As Yogi Berra would say, it’s déjà vu all over again in the Legislature for supporters of casino gambling in Texas.
For the 27th session in a row (unofficial estimate), there’s a push to create casino gambling in Texas. The legislation has been labeled many things over the years: a quick source of new revenues in tight budgets, a way to bolster new investment in flush times, and now, a way to recapture money that is rightfully ours.
“According to a study released this month, Texans spend nearly $3 billion annually at gaming facilities in Oklahoma, Louisiana and New Mexico, helping to pay for their roads, their schools and their hospitals," said state Sen. John Carona, R-Dallas. "And it’s time that do something about that."
He's been working on casino legislation for the last few sessions, but his plan this year is much more comprehensive. In the past, gaming bills have either had the support of casinos or race tracks. But not both.
That split support had doomed the efforts. This time, Carona said, both groups are on board.
“Let me make clear that this legislation has very broad support," he said. "While not all stakeholder concerns are resolved in this bill, we have come a long way. And it is my hope that we’ll continue to work together to bring forward a bill that is best for Texas."
The senator said his legislation is still fluid — many changes could be made. So for now, there’s no price tag on how much money casino gambling would generate. But billions are expected from the three giant destination resort casinos and 18 other facilities that would be authorized under his resolution.
“Texans want this opportunity. Recent polling indicates that 80 percent of Texans say they ought to have a final say on this issue," Carona said. "And 78 percent of Republican primary voters are eager to vote in favor of this measure. I believe Texans can decide this issue for themselves, and I believe it’s high time we give them that chance.”
That poll Carona cites was commissioned by a group that supports expanded gambling. Other polls have shown support a bit lower.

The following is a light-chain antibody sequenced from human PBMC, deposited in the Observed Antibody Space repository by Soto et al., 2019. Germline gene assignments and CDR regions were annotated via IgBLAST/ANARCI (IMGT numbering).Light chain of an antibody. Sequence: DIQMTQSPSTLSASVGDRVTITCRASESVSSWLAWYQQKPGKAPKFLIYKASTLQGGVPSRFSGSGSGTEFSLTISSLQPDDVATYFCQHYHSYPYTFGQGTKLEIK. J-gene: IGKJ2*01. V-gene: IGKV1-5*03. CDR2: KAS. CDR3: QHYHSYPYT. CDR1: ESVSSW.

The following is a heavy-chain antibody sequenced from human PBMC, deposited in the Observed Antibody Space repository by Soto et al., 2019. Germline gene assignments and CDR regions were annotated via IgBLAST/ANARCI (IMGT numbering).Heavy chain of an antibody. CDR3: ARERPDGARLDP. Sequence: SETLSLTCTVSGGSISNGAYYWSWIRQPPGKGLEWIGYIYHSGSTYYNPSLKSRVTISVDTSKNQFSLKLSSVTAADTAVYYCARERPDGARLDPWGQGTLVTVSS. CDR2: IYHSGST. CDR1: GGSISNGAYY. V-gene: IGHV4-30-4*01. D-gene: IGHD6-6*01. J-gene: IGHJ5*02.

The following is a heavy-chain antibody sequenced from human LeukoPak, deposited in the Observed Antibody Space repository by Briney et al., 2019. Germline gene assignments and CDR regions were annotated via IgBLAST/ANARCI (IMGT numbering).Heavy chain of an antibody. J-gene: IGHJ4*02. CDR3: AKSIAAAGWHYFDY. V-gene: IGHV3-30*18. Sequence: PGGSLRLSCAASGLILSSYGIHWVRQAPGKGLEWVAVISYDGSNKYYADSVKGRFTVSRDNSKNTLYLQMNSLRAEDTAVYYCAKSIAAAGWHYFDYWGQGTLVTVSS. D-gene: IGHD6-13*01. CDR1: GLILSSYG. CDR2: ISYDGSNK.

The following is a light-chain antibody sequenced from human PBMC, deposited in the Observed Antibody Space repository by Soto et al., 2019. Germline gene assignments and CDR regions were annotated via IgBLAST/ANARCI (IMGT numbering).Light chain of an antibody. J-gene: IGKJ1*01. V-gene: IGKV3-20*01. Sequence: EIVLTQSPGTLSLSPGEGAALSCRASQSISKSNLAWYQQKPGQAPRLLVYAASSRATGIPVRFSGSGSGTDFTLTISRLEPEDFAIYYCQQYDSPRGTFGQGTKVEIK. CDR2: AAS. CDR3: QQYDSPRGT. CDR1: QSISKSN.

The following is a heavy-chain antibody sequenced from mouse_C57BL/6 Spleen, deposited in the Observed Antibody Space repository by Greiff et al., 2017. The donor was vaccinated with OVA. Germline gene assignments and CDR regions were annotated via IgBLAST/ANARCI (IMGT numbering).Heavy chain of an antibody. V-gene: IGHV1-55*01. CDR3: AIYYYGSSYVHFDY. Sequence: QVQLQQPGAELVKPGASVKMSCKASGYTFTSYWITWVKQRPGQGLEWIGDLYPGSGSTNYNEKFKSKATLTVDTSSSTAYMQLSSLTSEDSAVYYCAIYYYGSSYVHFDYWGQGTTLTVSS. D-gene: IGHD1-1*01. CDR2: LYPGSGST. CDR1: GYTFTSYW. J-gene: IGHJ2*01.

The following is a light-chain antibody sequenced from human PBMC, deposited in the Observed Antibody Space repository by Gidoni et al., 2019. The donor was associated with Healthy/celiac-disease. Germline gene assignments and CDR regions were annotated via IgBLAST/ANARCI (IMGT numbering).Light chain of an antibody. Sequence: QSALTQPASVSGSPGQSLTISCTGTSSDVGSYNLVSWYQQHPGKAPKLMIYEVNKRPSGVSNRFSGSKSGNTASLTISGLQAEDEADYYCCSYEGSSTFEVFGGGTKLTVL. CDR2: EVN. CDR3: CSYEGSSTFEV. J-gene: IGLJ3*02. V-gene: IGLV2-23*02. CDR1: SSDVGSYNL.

But hey, if you want to pass something in the Legislature, you need to do one of two things: Show what problem the legislation would fix or, as casino supporters did this week, show an enemy that would be defeated by this bill. And according to casino supporters, we have met the enemy — and it is Oklahoma.
“In particular, we’re hemorrhaging money to Oklahoma," said John Montford of Let Texans Decide. "Not only do they recruit our best high school football players. They also snooker us each day by building their gaming empire on the backs of Texans."
Texas Association of Business President Bill Hammond was even less diplomatic when explaining what he sees as the benefits of casinos in Texas.
“Texans will no longer have to travel to third-world countries in order to game," Hammond joked. "It’s unfair and unconscionable that we are making these people travel to these third-world counties that surround Texas."
The state’s hatred of Oklahoma aside, there are still several roadblocks to casinos in Texas. Carona’s resolution needs a two-thirds vote in the House and Senate before it heads to the ballot as a constitutional amendment this November.
And on the Senate side, Jane Nelson, R-Flower Mound, has a history of threatening a filibuster over gaming legislation. As debates have neared in the past, she has even put tennis shoes on her desk on the Senate floor to let people know she’s ready to go if needed.
And, of course, if a resolution passes the House and Senate, then there’s the final statewide vote — a vote that will certainly include groups opposing casinos on moral grounds along with some backed by those neighboring states’ casinos that don’t want to lose business.
Carona’s Business and Commerce Committee will hear testimony Wednesday morning on the proposed constitutional amendment that would create casinos.